Broad beans: growing guide

Broad beans are excellent herbs : they have a very fast growth rate and are also very prolific. They do not require any special care so they are a suitable crop for beginners, even for those who do not have any experience in caring for plants.

They can be grown both in a pot and on the ground since their height does not exceed one and a half meters, which can serve as an excuse to decorate any corner. And it must be said that they have a fairly high ornamental value.


  • 1 Characteristics of broad beans
  • 2 How are they grown?
    • 2.1 Sowing
      • 2.1.1 Potted
      • 2.1.2 In the orchard
    • 2.2 Maintenance
  • 3 What pests and diseases can it have?
    • 3.1 Pests
    • 3.2 Diseases
  • 4 Uses and properties of beans

Broad bean characteristics

vicia bean

Broad beans, whose scientific name is Vicia faba , are herbaceous climbing plants with an annual cycle , that is, they germinate, grow, flower, bear fruit and finally die in one year. They are native to the Middle East, belonging to the botanical family Leguminosaceae (legumes). They have a straight and upright bearing, with strong stems. The leaves are alternate, compound and paripinnate, they do not have tendrils.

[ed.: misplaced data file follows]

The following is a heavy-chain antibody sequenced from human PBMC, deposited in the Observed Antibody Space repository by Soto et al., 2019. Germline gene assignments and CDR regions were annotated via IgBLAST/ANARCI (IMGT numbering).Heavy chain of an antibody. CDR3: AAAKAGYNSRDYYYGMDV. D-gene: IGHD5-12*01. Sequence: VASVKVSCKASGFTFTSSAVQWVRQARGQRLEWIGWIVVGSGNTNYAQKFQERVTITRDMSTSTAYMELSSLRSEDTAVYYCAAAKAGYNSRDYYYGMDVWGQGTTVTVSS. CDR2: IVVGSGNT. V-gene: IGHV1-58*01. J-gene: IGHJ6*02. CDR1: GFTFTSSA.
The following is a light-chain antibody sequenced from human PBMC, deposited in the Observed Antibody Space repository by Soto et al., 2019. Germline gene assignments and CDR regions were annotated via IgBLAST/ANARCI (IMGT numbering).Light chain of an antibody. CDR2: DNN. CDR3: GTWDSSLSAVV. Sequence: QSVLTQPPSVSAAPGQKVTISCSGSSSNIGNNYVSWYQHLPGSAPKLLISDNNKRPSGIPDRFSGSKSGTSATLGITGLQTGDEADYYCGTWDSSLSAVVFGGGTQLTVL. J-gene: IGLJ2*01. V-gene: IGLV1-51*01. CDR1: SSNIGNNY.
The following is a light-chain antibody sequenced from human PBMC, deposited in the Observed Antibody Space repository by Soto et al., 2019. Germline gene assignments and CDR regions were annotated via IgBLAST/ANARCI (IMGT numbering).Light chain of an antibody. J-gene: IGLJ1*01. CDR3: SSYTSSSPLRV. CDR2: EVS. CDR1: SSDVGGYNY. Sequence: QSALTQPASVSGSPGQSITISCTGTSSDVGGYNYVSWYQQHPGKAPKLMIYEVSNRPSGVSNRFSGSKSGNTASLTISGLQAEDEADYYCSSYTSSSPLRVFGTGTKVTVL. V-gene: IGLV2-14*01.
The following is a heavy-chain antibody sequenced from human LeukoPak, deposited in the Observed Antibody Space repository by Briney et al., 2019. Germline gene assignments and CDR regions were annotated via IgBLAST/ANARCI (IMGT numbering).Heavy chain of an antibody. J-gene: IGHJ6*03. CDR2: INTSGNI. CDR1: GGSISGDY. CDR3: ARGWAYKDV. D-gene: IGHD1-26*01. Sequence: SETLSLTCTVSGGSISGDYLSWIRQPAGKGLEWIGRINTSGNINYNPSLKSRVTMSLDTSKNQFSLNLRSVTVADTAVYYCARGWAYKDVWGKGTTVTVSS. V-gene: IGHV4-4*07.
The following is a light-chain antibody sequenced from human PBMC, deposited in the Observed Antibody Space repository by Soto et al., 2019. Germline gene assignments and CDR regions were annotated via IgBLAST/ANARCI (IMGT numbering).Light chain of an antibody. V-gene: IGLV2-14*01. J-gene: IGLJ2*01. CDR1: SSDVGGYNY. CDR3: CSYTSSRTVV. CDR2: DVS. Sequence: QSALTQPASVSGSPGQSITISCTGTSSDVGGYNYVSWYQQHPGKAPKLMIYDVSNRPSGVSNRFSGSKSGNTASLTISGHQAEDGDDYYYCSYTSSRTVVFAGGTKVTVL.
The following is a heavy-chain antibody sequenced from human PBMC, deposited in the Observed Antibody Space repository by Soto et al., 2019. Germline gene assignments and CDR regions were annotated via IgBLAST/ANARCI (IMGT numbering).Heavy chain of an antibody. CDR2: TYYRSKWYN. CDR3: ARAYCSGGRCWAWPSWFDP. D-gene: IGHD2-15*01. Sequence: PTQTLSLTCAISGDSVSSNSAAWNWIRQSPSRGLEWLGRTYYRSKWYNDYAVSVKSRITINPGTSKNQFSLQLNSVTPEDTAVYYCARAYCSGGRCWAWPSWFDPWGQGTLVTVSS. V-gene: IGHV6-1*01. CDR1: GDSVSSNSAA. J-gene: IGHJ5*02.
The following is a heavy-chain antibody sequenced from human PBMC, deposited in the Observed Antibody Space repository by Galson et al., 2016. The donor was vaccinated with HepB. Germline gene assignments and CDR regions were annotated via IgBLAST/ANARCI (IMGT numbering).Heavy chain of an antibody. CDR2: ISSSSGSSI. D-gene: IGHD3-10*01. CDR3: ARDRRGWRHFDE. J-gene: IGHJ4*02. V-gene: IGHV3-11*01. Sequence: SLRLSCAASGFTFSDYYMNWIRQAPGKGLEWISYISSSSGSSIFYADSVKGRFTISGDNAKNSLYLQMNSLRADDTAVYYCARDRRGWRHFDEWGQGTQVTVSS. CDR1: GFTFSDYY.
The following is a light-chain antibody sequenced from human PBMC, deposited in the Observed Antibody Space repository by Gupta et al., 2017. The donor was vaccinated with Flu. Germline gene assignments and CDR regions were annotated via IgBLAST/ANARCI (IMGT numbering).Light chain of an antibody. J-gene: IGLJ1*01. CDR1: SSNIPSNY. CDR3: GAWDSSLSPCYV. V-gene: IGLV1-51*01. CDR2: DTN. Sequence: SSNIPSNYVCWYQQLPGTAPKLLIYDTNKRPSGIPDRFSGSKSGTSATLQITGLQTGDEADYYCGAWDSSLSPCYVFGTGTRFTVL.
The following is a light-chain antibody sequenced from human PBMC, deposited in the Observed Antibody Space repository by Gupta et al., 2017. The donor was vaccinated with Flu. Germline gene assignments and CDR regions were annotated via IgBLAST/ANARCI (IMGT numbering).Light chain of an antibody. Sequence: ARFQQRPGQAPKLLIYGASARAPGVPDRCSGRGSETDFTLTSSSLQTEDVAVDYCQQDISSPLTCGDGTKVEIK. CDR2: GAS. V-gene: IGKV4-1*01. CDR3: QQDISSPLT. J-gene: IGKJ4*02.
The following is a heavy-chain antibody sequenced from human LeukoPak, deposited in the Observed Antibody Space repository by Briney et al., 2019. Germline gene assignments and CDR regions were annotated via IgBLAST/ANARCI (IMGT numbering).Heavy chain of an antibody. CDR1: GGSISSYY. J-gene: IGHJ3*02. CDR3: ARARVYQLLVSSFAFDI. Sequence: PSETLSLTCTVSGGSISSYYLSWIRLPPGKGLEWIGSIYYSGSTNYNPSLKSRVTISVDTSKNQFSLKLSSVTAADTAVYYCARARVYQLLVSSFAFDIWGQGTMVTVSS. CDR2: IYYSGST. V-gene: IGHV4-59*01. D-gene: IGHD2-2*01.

The flowers are fragrant , large, up to 4cm, with white petals with violet, purple or black spots. They are hermaphrodites, that is, both male and female reproductive organs are in the same flower. The fruit is an elongated legume that measures between 10 and 30cm. Inside are between 2 and 9 seeds arranged in a row.

There are different varieties, the most used being the following:

  • Aguadulce : the stems are purple, the fruits are large and elongated, and the seeds are cream-colored.
  • Muchamiel : they have a medium size, reddish stems, and toasted cream-colored seeds.
  • Reina Mora : its seeds are purple.

How are they grown?

broad beans in the garden

Do you want to grow beans? If so, here we explain everything you need to know to have an excellent harvest:


Broad bean seeds are recommended to be sown in early spring , either in a pot or directly in the ground. Let us know how to proceed in each case: